Telstra also intends to “monetise assets of up to Aus$2 billion over the next two years to strengthen the balance sheet,” and has set aside Aus$600 million in restructuring costs.


German industry groups warn US on tariffs before Trump-Juncker meeting

Updated 23 min 5 sec ago
0

German industry groups warn US on tariffs before Trump-Juncker meeting

  • Washington imposed tariffs on steel and aluminum imports from the EU, Canada and Mexico on June 1
  • Trump is threatening to extend them to EU cars and car parts

BERLIN: German industry groups warned on Sunday, before European Commission President Jean-Claude Juncker meets US President Donald Trump this week, that tariffs the United States has imposed or is threatening to introduce risk harming America itself.
Citing national security grounds, Washington imposed tariffs on steel and aluminum imports from the EU, Canada and Mexico on June 1 and Trump is threatening to extend them to EU cars and car parts. Juncker will discuss trade with Trump at a meeting on Wednesday.
“The tariffs under the guise of national security should be abolished,” Dieter Kempf, head of Germany’s BDI industry association said. Juncker should tell Trump that the United States would harm itself with tariffs on cars and car parts, he told Welt am Sonntag newspaper.
The German auto industry employed more than 118,000 people in the United States and 60 percent of what they produced was exported. “Europe should not let itself be blackmailed and should put in a confident appearance in the United States,” he added.
German Economy Minister Peter Altmaier told Deutschlandfunk radio on Sunday he hoped it was still possible to find a solution that was attractive to both sides. “For us, that means we stand by open markets and low tariffs,” he said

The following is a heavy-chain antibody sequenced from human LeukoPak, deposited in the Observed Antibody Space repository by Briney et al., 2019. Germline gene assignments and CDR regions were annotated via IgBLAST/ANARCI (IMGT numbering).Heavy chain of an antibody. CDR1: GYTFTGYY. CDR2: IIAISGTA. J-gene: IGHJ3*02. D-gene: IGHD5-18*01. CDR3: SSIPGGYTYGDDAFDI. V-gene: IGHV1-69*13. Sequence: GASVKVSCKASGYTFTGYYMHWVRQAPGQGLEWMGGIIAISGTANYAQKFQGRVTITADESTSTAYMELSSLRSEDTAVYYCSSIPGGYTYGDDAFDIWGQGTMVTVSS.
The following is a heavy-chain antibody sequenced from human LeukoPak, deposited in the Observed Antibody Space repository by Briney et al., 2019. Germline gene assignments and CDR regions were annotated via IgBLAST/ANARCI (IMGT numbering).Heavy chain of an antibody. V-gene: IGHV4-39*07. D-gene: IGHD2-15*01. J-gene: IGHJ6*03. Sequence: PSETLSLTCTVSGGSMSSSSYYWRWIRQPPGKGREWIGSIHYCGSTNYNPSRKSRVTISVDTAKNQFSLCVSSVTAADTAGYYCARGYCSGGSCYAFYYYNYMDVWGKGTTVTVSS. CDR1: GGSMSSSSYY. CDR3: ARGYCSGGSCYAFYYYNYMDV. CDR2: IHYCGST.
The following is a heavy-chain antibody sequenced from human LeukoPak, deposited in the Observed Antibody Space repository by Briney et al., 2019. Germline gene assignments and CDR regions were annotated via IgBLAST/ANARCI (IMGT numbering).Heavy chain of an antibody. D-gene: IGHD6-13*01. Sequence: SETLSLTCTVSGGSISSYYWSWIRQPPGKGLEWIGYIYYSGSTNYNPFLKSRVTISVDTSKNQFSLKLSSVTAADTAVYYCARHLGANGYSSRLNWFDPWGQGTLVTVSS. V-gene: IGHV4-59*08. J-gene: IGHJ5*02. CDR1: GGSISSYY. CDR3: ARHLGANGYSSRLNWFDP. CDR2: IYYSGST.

He said the possibility of US tariffs on EU cars was very serious and stressed that reductions in international tariffs in the last 40 years and the opening of markets had resulted in major benefits for citizens.
EU officials have tried to lower expectations about what Juncker can achieve, and played down suggestions that he will arrive in Washington with a novel plan to restore good relations.
Altmaier said it was difficult to estimate the impact of any US car tariffs on the German economy, but added: “Tariffs on aluminum and steel had a volume of just over six billion euros. In this case we would be talking about almost ten times that.”
He said he hoped job losses could be avoided but noted that trade between Europe and the United States made up around one third of total global trade.
“You can imagine that if we go down with a cold in the German-American or European-American relationship, many others around us will get pneumonia so it’s highly risky and that’s why we need to end this conflict as quickly as possible.”
Eric Schweitzer, president of the DIHK Chambers of Commerce, told Welt am Sonntag the German economy had for decades counted on open markets and a reliable global trading system but added: “Every day German companies feel the transatlantic rift getting wider.”